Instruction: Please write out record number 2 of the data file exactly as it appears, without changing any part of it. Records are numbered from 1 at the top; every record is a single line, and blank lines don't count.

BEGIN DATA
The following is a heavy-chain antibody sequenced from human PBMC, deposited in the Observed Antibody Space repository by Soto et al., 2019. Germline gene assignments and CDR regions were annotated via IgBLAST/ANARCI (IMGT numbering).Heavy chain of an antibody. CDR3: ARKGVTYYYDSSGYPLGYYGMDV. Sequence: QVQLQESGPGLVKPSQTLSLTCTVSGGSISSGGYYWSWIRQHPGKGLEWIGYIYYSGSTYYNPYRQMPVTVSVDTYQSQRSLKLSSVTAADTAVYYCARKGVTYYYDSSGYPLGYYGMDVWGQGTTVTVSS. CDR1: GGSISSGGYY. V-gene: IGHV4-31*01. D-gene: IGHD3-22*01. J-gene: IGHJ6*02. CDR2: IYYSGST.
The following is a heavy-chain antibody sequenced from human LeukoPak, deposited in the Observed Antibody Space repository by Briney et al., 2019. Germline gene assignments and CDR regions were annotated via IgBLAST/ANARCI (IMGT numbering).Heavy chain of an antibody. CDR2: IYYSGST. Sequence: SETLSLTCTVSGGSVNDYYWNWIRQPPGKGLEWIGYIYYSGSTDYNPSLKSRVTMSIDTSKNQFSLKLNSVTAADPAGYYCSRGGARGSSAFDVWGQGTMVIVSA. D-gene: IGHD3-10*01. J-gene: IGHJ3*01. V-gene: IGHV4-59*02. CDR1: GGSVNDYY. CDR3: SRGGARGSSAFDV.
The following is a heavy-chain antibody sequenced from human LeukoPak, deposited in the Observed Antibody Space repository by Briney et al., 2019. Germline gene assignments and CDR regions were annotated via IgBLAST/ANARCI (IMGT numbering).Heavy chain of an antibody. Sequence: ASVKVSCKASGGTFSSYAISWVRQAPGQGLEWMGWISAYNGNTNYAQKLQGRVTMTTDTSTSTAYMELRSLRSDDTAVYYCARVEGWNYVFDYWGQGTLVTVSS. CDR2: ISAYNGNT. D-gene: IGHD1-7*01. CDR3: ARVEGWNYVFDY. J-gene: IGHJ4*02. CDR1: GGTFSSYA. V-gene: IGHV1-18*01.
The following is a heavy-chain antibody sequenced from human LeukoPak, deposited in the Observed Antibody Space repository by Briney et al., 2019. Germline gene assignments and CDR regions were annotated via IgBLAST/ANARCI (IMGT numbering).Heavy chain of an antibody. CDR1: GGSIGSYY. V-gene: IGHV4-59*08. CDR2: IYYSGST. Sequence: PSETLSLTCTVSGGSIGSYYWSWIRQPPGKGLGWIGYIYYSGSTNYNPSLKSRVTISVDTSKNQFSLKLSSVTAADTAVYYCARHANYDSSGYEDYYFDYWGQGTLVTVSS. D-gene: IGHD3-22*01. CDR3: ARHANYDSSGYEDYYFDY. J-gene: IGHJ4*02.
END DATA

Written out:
The following is a heavy-chain antibody sequenced from human LeukoPak, deposited in the Observed Antibody Space repository by Briney et al., 2019. Germline gene assignments and CDR regions were annotated via IgBLAST/ANARCI (IMGT numbering).Heavy chain of an antibody. CDR2: IYYSGST. Sequence: SETLSLTCTVSGGSVNDYYWNWIRQPPGKGLEWIGYIYYSGSTDYNPSLKSRVTMSIDTSKNQFSLKLNSVTAADPAGYYCSRGGARGSSAFDVWGQGTMVIVSA. D-gene: IGHD3-10*01. J-gene: IGHJ3*01. V-gene: IGHV4-59*02. CDR1: GGSVNDYY. CDR3: SRGGARGSSAFDV.